Demand in the single-family rental market continues to expand even as inventory tightens, according to the latest MarketPulse report from ""CoreLogic"":http://www.corelogic.com/. Comparing lease rates, supply, pricing, and the ratio between bid prices and asking prices clearly demonstrates an increasingly tightening market.[IMAGE]
""[S]ome of the new demand is being driven by former homeowners who have experienced foreclosure,"" CoreLogic stated in its report. As a result, markets experiencing the greatest growth in single-family rental demand are the same markets that were hardest hit by the housing crisis, including Florida, California, and Arizona.
Currently, the greatest amount of growth is occurring in North Port, Florida; Cape Coral, Florida; and Honolulu.
Nationally, single-family leases were up 7 percent in August year-over-year and have shown a 12 percent increase year-to-date. The August data is not an anomaly but a growing trend, according to CoreLogic, which reported leasing volumes rising sequentially each month over the last two years.[COLUMN_BREAK]
At the same time, inventory has been decreasing. In August, single-family rental inventory was down 11 percent from a year earlier.
The market held about 2.6 months' supply in August. A year earlier, supply was at about 3.2 months.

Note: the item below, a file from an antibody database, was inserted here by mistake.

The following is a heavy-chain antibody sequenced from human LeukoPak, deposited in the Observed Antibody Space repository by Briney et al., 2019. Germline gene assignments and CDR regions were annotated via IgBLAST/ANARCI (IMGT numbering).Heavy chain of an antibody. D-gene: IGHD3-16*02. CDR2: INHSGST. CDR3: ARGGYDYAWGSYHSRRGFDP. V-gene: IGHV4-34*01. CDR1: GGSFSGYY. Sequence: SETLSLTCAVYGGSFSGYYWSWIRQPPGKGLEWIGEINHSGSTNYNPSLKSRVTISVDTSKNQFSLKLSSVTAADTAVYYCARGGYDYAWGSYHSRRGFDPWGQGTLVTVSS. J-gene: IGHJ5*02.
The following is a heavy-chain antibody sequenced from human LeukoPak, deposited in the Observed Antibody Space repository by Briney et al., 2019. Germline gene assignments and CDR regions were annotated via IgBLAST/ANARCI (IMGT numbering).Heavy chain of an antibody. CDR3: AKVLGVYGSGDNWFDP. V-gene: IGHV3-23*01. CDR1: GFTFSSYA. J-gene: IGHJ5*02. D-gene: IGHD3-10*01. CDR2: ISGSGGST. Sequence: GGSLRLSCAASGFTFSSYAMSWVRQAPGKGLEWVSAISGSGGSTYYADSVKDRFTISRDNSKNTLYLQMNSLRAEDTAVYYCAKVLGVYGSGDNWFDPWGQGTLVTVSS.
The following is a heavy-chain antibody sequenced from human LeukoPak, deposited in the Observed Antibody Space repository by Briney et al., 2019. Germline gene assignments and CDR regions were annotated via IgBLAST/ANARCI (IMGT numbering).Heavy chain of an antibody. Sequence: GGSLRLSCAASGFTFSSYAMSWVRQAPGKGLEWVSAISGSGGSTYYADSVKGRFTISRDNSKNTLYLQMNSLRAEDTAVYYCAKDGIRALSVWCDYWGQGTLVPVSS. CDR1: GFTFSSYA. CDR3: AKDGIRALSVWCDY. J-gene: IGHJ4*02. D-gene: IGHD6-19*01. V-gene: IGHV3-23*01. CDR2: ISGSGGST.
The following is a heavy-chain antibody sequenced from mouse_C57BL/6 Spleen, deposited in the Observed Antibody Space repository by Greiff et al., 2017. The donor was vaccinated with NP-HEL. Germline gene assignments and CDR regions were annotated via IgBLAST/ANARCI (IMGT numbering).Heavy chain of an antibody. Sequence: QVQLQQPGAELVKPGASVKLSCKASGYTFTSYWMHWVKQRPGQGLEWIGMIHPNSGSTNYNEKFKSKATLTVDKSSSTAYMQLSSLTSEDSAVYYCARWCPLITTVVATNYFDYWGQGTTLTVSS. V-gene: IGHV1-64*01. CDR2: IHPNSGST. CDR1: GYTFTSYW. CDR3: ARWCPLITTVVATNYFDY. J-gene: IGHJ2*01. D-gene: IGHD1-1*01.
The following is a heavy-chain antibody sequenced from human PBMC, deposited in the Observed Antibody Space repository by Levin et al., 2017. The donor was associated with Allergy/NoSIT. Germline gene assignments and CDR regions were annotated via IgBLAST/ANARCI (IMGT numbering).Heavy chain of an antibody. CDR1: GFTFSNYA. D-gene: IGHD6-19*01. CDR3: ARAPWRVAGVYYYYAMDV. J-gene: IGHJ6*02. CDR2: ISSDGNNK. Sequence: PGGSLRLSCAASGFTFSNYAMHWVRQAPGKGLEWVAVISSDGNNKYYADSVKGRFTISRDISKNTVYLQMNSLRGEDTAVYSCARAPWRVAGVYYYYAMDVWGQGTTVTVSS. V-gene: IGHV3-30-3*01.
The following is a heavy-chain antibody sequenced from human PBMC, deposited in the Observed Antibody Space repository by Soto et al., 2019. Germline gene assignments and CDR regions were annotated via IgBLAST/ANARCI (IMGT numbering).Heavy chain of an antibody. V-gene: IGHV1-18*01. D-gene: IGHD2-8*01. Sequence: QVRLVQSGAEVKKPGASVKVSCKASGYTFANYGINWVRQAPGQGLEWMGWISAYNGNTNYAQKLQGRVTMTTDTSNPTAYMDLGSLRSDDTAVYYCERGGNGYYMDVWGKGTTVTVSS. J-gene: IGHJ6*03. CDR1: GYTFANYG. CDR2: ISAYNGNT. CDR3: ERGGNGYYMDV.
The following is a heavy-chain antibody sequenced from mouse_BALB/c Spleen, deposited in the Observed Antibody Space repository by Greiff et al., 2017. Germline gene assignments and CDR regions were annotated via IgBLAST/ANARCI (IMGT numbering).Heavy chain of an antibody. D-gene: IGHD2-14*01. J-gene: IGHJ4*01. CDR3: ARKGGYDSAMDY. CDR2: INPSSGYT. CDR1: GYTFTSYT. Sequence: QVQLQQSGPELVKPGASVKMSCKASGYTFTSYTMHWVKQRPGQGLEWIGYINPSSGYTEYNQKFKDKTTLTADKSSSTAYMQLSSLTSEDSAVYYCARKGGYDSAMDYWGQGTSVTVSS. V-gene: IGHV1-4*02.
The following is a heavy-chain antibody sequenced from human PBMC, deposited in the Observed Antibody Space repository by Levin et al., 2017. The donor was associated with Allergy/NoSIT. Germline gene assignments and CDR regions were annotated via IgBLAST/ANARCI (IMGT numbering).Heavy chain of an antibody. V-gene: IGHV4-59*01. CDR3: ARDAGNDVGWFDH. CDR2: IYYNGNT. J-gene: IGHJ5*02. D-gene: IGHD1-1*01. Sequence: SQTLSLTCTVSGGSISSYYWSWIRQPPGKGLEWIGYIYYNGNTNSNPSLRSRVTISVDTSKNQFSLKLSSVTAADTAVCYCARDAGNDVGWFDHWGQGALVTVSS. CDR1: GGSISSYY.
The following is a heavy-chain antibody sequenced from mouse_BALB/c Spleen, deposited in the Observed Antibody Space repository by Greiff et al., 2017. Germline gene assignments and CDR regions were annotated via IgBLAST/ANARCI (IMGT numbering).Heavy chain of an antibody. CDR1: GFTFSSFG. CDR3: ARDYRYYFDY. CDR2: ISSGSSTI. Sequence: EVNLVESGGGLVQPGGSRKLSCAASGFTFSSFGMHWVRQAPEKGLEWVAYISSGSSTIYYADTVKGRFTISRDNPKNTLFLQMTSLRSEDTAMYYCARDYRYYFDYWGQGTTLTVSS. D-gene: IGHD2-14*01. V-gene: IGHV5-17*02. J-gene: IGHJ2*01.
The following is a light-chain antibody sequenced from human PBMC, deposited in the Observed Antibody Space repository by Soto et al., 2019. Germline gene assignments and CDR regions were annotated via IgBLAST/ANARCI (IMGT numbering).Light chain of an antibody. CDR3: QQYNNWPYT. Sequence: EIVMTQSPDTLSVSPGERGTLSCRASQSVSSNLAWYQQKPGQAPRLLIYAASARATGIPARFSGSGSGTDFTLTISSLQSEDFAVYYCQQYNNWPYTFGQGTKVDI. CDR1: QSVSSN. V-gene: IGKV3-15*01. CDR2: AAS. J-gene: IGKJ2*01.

Inventory declined sharply this past summer with a strong rise in closings, according to CoreLogic.
Listings are being rented faster. In August, a listing took about six weeks to rent, down from eight weeks a few years ago in 2009.
After declining for two years, rental prices have been on the rise since 2011, rising 2 percent over the year in 2011 and 1 percent year-to-date in 2012.
CoreLogic expects rental prices to continue to rise throughout the rest of this year and next. Rental prices are generally less volatile than home prices, and home prices have experienced increases of late.
The ratio between listing rent and actual rent paid is another indicator that points to a tightening in the single-family rental market. Two years ago when rental prices were declining and inventory was higher, the spread was about 4 percent. Today it stands at about 2 percent.
""[A] weak labor market, tight underwriting for owner-occupied properties and elevated foreclosures will ensure continued strong demand for single-family rentals,"" according to CoreLogic.